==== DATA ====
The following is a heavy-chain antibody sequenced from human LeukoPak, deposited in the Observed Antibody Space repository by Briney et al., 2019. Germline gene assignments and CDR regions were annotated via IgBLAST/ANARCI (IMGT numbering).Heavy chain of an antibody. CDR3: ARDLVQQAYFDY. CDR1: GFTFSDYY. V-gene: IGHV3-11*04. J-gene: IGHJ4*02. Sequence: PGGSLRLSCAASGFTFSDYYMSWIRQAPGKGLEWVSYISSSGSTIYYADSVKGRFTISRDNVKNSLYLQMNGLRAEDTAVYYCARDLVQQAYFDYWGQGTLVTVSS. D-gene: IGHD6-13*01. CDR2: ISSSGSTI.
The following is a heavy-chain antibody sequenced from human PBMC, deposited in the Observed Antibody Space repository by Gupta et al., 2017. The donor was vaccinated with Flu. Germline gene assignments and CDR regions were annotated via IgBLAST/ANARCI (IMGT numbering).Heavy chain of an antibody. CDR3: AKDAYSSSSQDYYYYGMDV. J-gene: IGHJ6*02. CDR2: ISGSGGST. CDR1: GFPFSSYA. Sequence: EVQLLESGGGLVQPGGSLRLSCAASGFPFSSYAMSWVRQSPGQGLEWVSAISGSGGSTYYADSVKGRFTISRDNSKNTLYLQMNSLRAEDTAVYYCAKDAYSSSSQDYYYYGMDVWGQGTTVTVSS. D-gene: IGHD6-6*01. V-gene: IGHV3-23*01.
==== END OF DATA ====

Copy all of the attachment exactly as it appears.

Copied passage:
The following is a heavy-chain antibody sequenced from human LeukoPak, deposited in the Observed Antibody Space repository by Briney et al., 2019. Germline gene assignments and CDR regions were annotated via IgBLAST/ANARCI (IMGT numbering).Heavy chain of an antibody. CDR3: ARDLVQQAYFDY. CDR1: GFTFSDYY. V-gene: IGHV3-11*04. J-gene: IGHJ4*02. Sequence: PGGSLRLSCAASGFTFSDYYMSWIRQAPGKGLEWVSYISSSGSTIYYADSVKGRFTISRDNVKNSLYLQMNGLRAEDTAVYYCARDLVQQAYFDYWGQGTLVTVSS. D-gene: IGHD6-13*01. CDR2: ISSSGSTI.
The following is a heavy-chain antibody sequenced from human PBMC, deposited in the Observed Antibody Space repository by Gupta et al., 2017. The donor was vaccinated with Flu. Germline gene assignments and CDR regions were annotated via IgBLAST/ANARCI (IMGT numbering).Heavy chain of an antibody. CDR3: AKDAYSSSSQDYYYYGMDV. J-gene: IGHJ6*02. CDR2: ISGSGGST. CDR1: GFPFSSYA. Sequence: EVQLLESGGGLVQPGGSLRLSCAASGFPFSSYAMSWVRQSPGQGLEWVSAISGSGGSTYYADSVKGRFTISRDNSKNTLYLQMNSLRAEDTAVYYCAKDAYSSSSQDYYYYGMDVWGQGTTVTVSS. D-gene: IGHD6-6*01. V-gene: IGHV3-23*01.